Students at independent high schools around Teton County can play sports on Jackson Hole High School teams, but at least one school board member thinks it’s not a great deal for the school district.
The Teton County School District No. 1 Board of Trustees approved a memorandum of understanding Tuesday that continues independent schools’ ability to pay a fee for their students to play on high school sports teams and participate in other activities. The private schools pay $1,000 for each student who partakes, based on the average number of participants over the past three years.
The agreement has been in place since 2015, and Superintendent Gillian Chapman recommended simply extending it. Trustee Bill Scarlett, the only board member who voted against the extension, opposed it, saying the district wasn’t being paid enough per participant.
“I said this a couple years ago — I don’t think we are being paid nearly what we should for this,” Scarlett said during the board’s Tuesday meeting.
Chapman told the board it costs the district an average of $1,600 for each Jackson Hole High School student who participates in a sport or activity. The state reimburses $691 of that cost.
For private school students, the $1,000 paid by their institutions doesn’t cover the entire $1,600. Scarlett opposed the memorandum on those grounds. He also inquired about whether those students are held to the same educational standards as public high school students.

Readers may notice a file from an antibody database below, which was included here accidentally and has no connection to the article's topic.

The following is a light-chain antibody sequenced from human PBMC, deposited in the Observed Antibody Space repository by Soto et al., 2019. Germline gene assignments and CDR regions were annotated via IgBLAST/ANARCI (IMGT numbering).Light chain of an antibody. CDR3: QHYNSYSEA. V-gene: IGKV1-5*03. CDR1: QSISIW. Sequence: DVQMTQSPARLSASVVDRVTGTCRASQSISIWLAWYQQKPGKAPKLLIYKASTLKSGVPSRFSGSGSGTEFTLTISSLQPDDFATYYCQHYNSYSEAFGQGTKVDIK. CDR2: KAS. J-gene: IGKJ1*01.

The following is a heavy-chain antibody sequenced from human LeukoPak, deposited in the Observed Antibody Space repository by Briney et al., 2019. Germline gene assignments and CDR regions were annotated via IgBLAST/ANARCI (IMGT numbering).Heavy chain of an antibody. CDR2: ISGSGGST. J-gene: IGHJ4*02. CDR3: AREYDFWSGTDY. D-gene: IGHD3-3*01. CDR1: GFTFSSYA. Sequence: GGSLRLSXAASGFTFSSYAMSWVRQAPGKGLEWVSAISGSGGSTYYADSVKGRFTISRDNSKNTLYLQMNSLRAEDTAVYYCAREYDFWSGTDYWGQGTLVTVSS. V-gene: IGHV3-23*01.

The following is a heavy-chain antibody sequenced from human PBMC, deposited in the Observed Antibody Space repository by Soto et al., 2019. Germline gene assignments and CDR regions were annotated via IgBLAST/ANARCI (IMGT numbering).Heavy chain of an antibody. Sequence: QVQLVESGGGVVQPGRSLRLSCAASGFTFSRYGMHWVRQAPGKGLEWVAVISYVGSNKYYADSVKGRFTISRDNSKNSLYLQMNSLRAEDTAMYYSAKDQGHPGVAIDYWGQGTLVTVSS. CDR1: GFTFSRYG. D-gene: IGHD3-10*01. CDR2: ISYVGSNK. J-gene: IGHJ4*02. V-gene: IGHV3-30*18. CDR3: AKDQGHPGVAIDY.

“They send me grade reports at the same time we collect those for our students,” Activities Director Mike Hansen said.
Hansen said the standards for private school students are the same as for public school ones, but that doesn’t quite extend to homeschool students. The district can’t collect fees for homeschool students who wish to join sports or activities. Wyoming High School Activities Association rules say those students simply need to have a composite score in the 25th percentile on “any nationally norm referenced achievement test” once per year.
Scarlett also asked about liability should a student be injured. Hansen told him that the independent schools are required to pay for their students’ coverage through the WHSAA insurance program, just as public schools do.
In the end, Scarlett still wasn’t convinced, but six of his colleagues were. The memorandum was extended for three years, though any of the schools can cancel it at any time.